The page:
No one knows for certain why the number of male sufferers has risen, but some people are pointing fingers, at least in part, at the fashion industry.
Jason Stame, an agent at Red Model Management, acknowledges that in the fashion industry the aesthetic has shifted drastically. “The fashion industry has always sought a specific body type,” says Stame. “Before it was mostly a brawny macho type.” Now, he says, “it’s pretty much been taken over by the waifish skinny men.”
Designers have the last word on what body type is in and modeling agencies have little control over what models do to stay current, says Stame. “I don’t encourage extreme weight loss, although what one is told on a go-see is something I can’t control,” he says. “At Red Model Management, we try to recruit a specific male: tall, and versatile, meaning someone who isn’t afraid to put on or lose a little muscle if asked.”
One look at the models populating the runways of big-name designers like Marc Jacobs and Alexander McQueen makes it clear that many designers are, in fact, seeking out a particularly emaciated male frame to display their clothes.
According to the National Center for Health Statistics, the average weight for an adult male in the United States is 189.8 pounds — putting the average man in a suit size of 42 to 44. But pieces that designers create for runway and fashion shoots use a 38 or 40 in men’s suits, Christopher Muther wrote in The Boston Globe.
The problem has been exacerbated by European designers. When European retailers like Zara come to the States, they bring their smaller, European sizes with them. A man who fits in a size 34 in a store like the Gap won’t be able to squeeze into a size 34 at Zara.
Joseph Culp, a male model with Red Model Management who is considered a “thin frame” model, agrees that designers have a lot to do with the current skinny obsession, but says agents also play a role. “If anything, I feel agencies put a lot of pressure on models, too. In order to stay in, we have to pass like, an inspection – they check our weight, physique, et cetera,” Culp says.
Culp says his own thin physique is not due to unhealthy eating habits. “I’ve always been lucky in the sense that I look like this,” he says. “I’m thin.”
“I’m even luckier that this is what a lot of major European designers want for their collections.” He adds, “A lot of people have eating disorders in this industry, but that’s mostly for people who are a little more muscular than me.”
The bottom line is that it’s the thinnest models who appear on most runways and in fashion spreads, even for more moderately priced designers. One New York resident who feels the pressure to be very slim is Colin Owens.
“I want to have the ‘hip’ look,” says Culp, who is 21. “All the guys under 30 in Williamsburg and the Village are skinny, wearing black jeans and plaid – that’s what’s hot right now.”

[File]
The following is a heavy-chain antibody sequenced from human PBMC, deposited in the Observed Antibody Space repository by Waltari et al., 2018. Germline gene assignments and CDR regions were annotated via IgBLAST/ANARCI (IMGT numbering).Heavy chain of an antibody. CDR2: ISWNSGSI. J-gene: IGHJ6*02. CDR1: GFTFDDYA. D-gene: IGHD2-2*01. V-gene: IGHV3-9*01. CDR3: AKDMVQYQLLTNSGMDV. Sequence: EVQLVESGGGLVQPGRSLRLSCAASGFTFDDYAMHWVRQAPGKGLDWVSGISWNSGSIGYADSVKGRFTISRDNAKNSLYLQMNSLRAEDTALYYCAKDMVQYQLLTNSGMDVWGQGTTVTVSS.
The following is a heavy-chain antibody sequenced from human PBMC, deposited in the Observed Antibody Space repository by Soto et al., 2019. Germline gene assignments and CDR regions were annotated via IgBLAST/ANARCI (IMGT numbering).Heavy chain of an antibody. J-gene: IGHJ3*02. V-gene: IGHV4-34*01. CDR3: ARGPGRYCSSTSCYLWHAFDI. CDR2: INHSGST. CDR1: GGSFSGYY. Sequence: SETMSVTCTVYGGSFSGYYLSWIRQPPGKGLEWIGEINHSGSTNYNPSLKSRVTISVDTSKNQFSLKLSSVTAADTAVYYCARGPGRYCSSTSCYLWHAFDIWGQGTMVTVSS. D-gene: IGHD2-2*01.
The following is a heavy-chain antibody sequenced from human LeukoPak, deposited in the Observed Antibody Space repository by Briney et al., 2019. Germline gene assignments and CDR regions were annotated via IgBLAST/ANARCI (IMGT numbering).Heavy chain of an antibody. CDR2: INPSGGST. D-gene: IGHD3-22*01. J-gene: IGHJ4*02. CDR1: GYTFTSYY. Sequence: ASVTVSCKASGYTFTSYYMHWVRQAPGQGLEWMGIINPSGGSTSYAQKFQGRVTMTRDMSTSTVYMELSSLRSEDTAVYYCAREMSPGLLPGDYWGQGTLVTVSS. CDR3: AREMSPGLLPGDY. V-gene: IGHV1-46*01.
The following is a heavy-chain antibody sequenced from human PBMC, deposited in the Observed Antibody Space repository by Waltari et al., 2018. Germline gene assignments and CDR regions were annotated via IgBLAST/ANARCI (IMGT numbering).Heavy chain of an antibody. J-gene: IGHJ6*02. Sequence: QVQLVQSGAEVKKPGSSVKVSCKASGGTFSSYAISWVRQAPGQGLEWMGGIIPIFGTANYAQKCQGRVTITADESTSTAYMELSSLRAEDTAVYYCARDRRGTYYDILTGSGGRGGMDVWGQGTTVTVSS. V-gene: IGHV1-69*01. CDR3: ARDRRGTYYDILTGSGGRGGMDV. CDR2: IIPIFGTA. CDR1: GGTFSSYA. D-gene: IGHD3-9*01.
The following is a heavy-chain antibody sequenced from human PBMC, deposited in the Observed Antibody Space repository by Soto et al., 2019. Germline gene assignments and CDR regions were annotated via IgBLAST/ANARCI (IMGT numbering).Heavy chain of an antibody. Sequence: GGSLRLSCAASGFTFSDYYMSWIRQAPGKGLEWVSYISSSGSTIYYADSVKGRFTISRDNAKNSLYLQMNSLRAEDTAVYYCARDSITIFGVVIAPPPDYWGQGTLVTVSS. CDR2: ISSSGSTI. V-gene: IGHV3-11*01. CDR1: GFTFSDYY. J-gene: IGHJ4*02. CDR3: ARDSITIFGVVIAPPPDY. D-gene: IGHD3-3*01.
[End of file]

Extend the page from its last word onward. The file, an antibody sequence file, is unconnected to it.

“I wouldn’t say I have an eating disorder. I just think that I have to eat less to be the kind of person I want to be. I want to wear certain clothes and I want to have a certain persona — being thin fits the type, no matter how I get there.”
One former male model, who asked to be called only by his first name, Jamie, left the industry in 2006 after three years of working and says part of the problem with male eating disorders is that no one notices them. “I saw guys not eating,” says Jamie. “But everyone pays so much attention to women and eating disorders. By the time they notice the guys have gotten sickly skinny, it’s become an extreme problem — someone needs to start speaking out about healthy standards for male models, too.”
Like the Photoshopped Ralph Lauren ad featuring Hamilton, gay magazines also promote images of skinny men.
Yet, even as male models get thinner and thinner, the discussion of how the fashion industry impacts eating disorders continues to largely exclude men.
By Silissa Kenney
Photograph by Remi Hu
| Passersby look in on a live surgery at Park Avenue Laser Vision
on East 25th St.
Imagine that you’re walking down the street and come across live surgery being performed in an office window. It looks so easy and painless, you decide to get the surgery yourself. Sound unlikely?
At Park Avenue Laser Vision on East 25th Street, Dr. Emil William Chynn performs Lasek with only a sheet of glass separating the operating room from the sidewalk. “We’re always doing new things here,” says Dr. Chynn.
Lasek (laser epithelial keratomileusi) is a vision-correcting surgery similar to the better-known Lasik (laser in situ keratomileusi). Both surgeries aim to reshape the cornea, the outer layer of the eye. In Lasik, a flap in the cornea is cut and the corneal tissue is reshaped, then the flap is replaced; in Lasek, no flap is cut, and the outer layer of the cornea, the epithelium, is peeled back using an alcohol solution, then replaced or removed. Lasek seeks to avoid the flap-related complications of Lasik, though it has its own complications, including dry eyes, incomplete or inaccurate vision correction and post-op infection.